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Rahab of Jericho

Rahab, (/ˈr.hæb/;[1] Hebrew: רָחָב, Modern Raẖav Tiberian Rāḥāḇ ; "broad," "large"; Greek: Ῥαάβ) was, according to the Book of Joshua, a prostitute who lived in Jericho in the Promised Land and assisted the Israelites in capturing the city. She became a figure of fascination to the writers of the New Testament, where she is reckoned among the ancestors of Jesus,[2] and is lauded as an example of living by faith,[3] while being justified by her works.[4]

Rahab's profession[edit]

The Hebrew 'šh zwnh, used to describe Rahab in Joshua 2:1, literally means "a woman, a prostitute".[5] Rahab's name is presumably the shortened form of a sentence name rāḥāb-N, "the god N has opened/widened (the womb?)" [6] The Hebrew zōnâ may refer to either secular or cultic prostitution, and the latter is widely believed to have been an invariable element of Canaanite religious practice.[7] However, there is a separate word in the language that could be used to designate prostitutes of the cultic variety, qědēšâ.[8]

The 1st century CE historian Josephus mentions that Rahab kept an inn but is silent as to whether merely renting out rooms was her only source of income.[9] It was not uncommon for both an inn and a brothel to function within the same building, thus going into Rahab's building was not necessarily a deviation from Joshua's orders, and, as Robert Boling notes, "where better to get information than a bar?".[10] A number of scholars have noted that the narrator in Joshua 2 may have intended to remind the readers of the "immemorial symbiosis between military service and bawdy house".[11]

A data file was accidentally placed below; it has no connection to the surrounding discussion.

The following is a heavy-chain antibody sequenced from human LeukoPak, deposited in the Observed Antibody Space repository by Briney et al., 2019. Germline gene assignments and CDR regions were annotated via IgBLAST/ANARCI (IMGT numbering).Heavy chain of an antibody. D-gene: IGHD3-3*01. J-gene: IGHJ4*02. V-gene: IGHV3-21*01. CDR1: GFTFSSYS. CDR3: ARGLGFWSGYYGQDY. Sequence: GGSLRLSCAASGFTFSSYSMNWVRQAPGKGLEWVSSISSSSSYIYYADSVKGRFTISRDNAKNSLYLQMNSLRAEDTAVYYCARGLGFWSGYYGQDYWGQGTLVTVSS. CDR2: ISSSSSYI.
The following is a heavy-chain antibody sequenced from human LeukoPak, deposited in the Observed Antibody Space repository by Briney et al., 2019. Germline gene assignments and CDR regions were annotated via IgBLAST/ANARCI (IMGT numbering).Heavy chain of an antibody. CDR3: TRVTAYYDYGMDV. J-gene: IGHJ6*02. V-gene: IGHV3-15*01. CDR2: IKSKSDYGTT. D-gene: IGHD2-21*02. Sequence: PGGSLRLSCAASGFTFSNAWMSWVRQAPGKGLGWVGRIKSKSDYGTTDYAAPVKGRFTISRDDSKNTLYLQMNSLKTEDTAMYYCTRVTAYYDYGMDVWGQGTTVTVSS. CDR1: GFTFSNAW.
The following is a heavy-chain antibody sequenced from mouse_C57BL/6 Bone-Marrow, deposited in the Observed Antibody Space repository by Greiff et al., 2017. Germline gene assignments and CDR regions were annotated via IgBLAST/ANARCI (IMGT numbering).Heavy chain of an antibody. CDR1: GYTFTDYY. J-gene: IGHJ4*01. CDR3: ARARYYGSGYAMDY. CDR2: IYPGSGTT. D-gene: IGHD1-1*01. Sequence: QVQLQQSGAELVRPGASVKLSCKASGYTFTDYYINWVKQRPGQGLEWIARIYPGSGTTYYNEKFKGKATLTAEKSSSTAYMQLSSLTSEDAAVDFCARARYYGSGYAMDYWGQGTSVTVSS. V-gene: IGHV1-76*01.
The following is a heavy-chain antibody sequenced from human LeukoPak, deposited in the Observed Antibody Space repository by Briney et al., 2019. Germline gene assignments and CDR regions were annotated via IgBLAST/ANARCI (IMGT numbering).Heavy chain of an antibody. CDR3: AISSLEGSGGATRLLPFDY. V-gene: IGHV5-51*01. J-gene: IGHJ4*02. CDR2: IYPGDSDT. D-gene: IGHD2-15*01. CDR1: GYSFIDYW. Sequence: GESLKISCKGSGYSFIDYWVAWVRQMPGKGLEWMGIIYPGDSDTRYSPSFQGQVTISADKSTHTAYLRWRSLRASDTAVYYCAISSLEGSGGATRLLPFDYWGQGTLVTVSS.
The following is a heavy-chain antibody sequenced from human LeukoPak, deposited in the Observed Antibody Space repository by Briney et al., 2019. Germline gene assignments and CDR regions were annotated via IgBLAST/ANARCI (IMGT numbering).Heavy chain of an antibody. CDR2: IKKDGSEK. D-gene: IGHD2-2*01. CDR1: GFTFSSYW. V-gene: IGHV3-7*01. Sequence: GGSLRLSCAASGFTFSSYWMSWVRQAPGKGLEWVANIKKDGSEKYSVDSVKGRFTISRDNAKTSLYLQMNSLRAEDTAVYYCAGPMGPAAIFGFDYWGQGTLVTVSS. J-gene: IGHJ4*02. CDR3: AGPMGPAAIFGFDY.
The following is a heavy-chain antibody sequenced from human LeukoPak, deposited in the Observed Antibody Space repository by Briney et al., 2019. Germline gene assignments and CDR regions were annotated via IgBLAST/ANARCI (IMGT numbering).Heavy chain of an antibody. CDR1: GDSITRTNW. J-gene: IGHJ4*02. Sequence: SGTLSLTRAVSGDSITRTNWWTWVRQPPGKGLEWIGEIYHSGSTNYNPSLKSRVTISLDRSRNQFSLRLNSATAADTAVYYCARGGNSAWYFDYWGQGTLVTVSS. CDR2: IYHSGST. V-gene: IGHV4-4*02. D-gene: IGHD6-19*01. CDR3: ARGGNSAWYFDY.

In the Christian New Testament, the Epistle of James and the Epistle to the Hebrews follow the tradition set by the translators of the Septuagint in using the Greek word "πόρνη" (which is usually translated to English as "harlot" or "prostitute") to describe Rahab.[12][13][14]

In the Hebrew Scriptures[edit]

James Tissot, The Harlot of Jericho and the Two Spies.

According to the book of Joshua (Joshua 2:1-7), when the Hebrews were encamped at Shittim, in the "Arabah" or Jordan valley opposite Jericho, ready to cross the river, Joshua, as a final preparation, sent out two spies to investigate the military strength of Jericho. The spies stayed in Rahab's house, which was built into the city wall. When soldiers of the city guard came to look for them, she hid them under bundles of flax on the roof. After escaping, the spies promised to spare Rahab and her family after taking the city, even if there should be a massacre, if she would mark her house by hanging a red cord out the window. Some have claimed that the symbol of the red cord is related to the practice of the "red-light district".[15]

The soldiers sent to capture the spies asked Rahab to bring out the spies (Joshua 2:3). This is in strict keeping with Eastern customs, which would not permit any man to enter a woman's house without her permission.[citation needed]

Rahab told the spies (Joshua 2:9-13):

I know that the LORD has given this land to you and that a great fear of you has fallen on us, so that all who live in this country are melting in fear because of you. We have heard how the LORD dried up the water of the Red Sea for you when you came out of Egypt, and what you did to Sihon and Og, the two kings of the Amorites east of the Jordan, whom you completely destroyed. When we heard of it, our hearts melted and everyone's courage failed because of you, for the LORD your God is God in heaven above and on the earth below. Now then, please swear to me by the LORD that you will show kindness to my family, because I have shown kindness to you. Give me a sure sign that you will spare the lives of my father and mother, my brothers and sisters, and all who belong to them, and that you will save us from death.